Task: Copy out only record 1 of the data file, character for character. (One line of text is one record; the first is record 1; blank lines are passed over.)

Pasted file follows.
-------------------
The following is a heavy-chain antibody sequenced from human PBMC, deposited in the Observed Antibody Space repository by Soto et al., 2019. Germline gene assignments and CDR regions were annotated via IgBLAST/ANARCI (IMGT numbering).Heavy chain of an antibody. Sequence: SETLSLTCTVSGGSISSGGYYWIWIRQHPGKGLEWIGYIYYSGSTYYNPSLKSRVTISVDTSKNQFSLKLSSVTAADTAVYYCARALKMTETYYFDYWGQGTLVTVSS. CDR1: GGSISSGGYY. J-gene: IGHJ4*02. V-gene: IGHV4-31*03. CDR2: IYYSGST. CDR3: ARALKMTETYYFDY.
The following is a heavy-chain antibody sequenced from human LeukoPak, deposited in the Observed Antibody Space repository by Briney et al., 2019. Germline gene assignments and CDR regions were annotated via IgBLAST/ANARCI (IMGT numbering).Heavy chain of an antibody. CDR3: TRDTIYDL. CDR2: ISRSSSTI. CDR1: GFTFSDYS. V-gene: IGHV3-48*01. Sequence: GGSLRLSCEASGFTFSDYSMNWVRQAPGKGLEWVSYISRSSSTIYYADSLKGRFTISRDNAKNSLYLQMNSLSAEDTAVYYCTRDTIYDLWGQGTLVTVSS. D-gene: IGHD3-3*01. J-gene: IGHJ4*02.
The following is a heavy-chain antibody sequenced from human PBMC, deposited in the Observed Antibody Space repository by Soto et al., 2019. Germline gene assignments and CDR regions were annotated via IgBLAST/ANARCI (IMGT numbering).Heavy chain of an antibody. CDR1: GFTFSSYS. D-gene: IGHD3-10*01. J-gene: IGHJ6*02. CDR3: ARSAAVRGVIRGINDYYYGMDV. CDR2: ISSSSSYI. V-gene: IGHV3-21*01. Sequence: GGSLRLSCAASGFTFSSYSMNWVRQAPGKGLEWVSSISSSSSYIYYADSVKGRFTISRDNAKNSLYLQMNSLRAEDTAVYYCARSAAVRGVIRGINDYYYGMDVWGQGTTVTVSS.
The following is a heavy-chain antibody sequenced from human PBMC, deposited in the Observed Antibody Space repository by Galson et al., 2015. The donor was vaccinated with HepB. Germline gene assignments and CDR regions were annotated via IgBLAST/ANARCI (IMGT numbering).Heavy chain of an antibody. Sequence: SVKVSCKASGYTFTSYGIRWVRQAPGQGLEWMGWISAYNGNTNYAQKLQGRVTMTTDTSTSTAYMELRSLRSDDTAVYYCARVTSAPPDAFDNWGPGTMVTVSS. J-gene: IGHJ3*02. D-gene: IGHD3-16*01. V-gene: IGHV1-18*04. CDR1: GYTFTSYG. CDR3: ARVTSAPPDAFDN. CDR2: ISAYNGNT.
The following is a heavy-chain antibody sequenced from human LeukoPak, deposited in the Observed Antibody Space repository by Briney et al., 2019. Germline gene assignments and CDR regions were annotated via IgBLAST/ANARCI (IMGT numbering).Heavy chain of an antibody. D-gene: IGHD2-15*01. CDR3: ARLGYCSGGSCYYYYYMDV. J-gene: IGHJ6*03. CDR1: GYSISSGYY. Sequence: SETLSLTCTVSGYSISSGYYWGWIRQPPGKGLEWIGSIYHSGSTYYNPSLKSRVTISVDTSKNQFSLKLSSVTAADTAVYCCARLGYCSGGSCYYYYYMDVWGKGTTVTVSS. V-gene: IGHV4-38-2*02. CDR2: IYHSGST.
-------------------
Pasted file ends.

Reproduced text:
The following is a heavy-chain antibody sequenced from human PBMC, deposited in the Observed Antibody Space repository by Soto et al., 2019. Germline gene assignments and CDR regions were annotated via IgBLAST/ANARCI (IMGT numbering).Heavy chain of an antibody. Sequence: SETLSLTCTVSGGSISSGGYYWIWIRQHPGKGLEWIGYIYYSGSTYYNPSLKSRVTISVDTSKNQFSLKLSSVTAADTAVYYCARALKMTETYYFDYWGQGTLVTVSS. CDR1: GGSISSGGYY. J-gene: IGHJ4*02. V-gene: IGHV4-31*03. CDR2: IYYSGST. CDR3: ARALKMTETYYFDY.